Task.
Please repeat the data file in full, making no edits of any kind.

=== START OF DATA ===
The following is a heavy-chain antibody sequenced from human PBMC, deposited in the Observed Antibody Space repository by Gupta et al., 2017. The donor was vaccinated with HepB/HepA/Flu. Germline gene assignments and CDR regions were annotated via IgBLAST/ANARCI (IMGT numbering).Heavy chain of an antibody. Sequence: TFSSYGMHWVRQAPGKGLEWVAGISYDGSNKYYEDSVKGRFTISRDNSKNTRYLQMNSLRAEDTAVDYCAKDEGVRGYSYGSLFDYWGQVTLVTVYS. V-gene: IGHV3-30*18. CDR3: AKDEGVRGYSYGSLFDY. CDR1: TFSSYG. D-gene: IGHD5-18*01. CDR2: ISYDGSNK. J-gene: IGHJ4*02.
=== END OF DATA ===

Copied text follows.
The following is a heavy-chain antibody sequenced from human PBMC, deposited in the Observed Antibody Space repository by Gupta et al., 2017. The donor was vaccinated with HepB/HepA/Flu. Germline gene assignments and CDR regions were annotated via IgBLAST/ANARCI (IMGT numbering).Heavy chain of an antibody. Sequence: TFSSYGMHWVRQAPGKGLEWVAGISYDGSNKYYEDSVKGRFTISRDNSKNTRYLQMNSLRAEDTAVDYCAKDEGVRGYSYGSLFDYWGQVTLVTVYS. V-gene: IGHV3-30*18. CDR3: AKDEGVRGYSYGSLFDY. CDR1: TFSSYG. D-gene: IGHD5-18*01. CDR2: ISYDGSNK. J-gene: IGHJ4*02.